This anthology collects short fiction from the bestselling author of The Lincoln Highway and A Gentleman in Moscow (now a TV series starring Ewan McGregor). Six are New York stories, while the novella dips back into the 1930s world of his 2011 breakout, Rules of Civility. It presents the further adventures of Eve as she shapes a life for herself against the backdrop of the studio system of Golden Age Hollywood, through both afro-Cuban dance clubs and Beverly Hills, and into the less glamorous, often seedy side, of Los Angeles. (Apr. 2)


7The Night in Questionby Susan Fletcher

I was expecting a cosy whodunit with elderly amateur sleuths in the vein of Richard Osman’s wildly popular Thursday Murder Club series. I did not expect to sob happily and so often; this book is firmly on my Best Of 2024 list. Perky 87-year-old Florrie Butterfield, who uses a wheelchair, enlists friends at her Oxfordshire retirement residence to look into the manager’s accidental death. A mystery unfurls, but more importantly, so does the story of Florrie’s extraordinary personality and her life of love, companionship and adventure, in a moving story about friendship, forgiveness and mending the past. (Apr. 2)


8Maniaby Lionel Shriver

“I was disturbed by the 21st century’s many conformist social hysterias,” the Orange Prize-winning author of We Need to Talk About Kevin explains of this hotly anticipated novel. Set in an alternate 2011 America, where the Mental Parity Movement – which prohibits discrimination against the stupid – dominates the culture wars and threatens the lifelong friendship of two women. Expect provocative commentary on the current state of affairs: Critics are hailing the novel as a “scary-smart and scathing satire.” (Apr. 9)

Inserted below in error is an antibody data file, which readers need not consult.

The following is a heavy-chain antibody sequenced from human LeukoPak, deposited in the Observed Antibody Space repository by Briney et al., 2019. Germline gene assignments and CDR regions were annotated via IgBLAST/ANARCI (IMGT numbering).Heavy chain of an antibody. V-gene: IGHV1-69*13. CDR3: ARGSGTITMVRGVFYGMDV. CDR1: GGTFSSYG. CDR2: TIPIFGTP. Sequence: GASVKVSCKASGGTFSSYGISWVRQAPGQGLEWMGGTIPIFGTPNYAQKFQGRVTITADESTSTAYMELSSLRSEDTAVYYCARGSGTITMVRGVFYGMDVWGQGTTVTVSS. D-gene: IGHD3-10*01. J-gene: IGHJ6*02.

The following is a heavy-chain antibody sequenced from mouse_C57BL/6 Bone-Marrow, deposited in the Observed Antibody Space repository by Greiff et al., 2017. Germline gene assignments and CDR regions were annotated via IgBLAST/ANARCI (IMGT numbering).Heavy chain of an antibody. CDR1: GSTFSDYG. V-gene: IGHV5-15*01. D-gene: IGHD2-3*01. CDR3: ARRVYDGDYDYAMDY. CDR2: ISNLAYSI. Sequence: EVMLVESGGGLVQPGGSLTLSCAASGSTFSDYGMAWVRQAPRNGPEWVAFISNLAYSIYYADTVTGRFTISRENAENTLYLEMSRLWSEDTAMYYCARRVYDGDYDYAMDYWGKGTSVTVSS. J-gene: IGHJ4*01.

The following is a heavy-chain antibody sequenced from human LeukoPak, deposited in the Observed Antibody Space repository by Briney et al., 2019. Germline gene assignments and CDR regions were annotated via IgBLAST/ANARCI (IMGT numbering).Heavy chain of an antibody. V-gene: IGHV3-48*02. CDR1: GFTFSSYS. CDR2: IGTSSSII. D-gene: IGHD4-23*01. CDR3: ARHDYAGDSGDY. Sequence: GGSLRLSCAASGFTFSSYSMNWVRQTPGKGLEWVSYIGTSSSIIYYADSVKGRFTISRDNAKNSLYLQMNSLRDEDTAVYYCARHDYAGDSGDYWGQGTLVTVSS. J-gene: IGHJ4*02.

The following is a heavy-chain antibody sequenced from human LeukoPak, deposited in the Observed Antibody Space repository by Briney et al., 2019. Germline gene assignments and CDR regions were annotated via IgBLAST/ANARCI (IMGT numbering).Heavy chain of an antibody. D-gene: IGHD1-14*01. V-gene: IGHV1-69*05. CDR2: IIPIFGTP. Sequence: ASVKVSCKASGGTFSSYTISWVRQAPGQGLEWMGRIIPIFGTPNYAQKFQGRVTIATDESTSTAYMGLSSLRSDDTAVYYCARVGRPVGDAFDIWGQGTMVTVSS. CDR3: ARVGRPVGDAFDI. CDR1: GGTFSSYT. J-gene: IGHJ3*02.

9The Celestial Wifeby Leslie Howard

Fans of historical fiction about women’s rights will be enthralled to read about 15-year-old Daisy who, in 1964, escapes a forced marriage in her fictional polygamist community called Redemption, only to be called back years later to help her childhood best friend. Elements are based on the true story of the Mormon fundamentalist community on the Canada-U.S. border in Bountiful, B.C. (established as an offshoot of the infamous Utah chapter), where polygamy is still practised today despite the criminal convictions of two leaders in 2018. The B.C. novelist known for The Brideship Wife lays bare the cultish patriarchal and sexist constructs. (Apr. 9)


10Butterby Asako Yuzuki, trans. by Polly Barton

Taking inspiration from the real 2012 case of a serial-killer chef, this gripping 2017 Japanese bestseller about a gourmet cook turned murderer is newly translated into English. It follows the destructive relationship between Rika, a female investigative journalist, and the convicted killer Kajii, after the reporter requests a recipe as a pretext to initiate contact. As their gastronomic exchanges about the transgressive pleasures of food escalate, the power dynamic becomes ever more dysfunctional. (Apr. 16)


11Luckyby Jane Smiley

The moody cover reminiscent of a vintage album design should be your first clue that the Pulitzer Prize-winning author of A Thousand Acres is tracing the trajectory of a budding folksinger. No surprise, then, that midwestern 1960s university student Jodie Rattle’s – whose unexpected hit leads her on a bohemian journey that eventually returns her to family roots – draws on the lives of real talents like Judy Collins and Joan Baez. The novel hinges on the exploration of what it means to be lucky and has an interesting meta-narrative twist. (Apr. 23)


12The Paris Novelby Ruth Reichl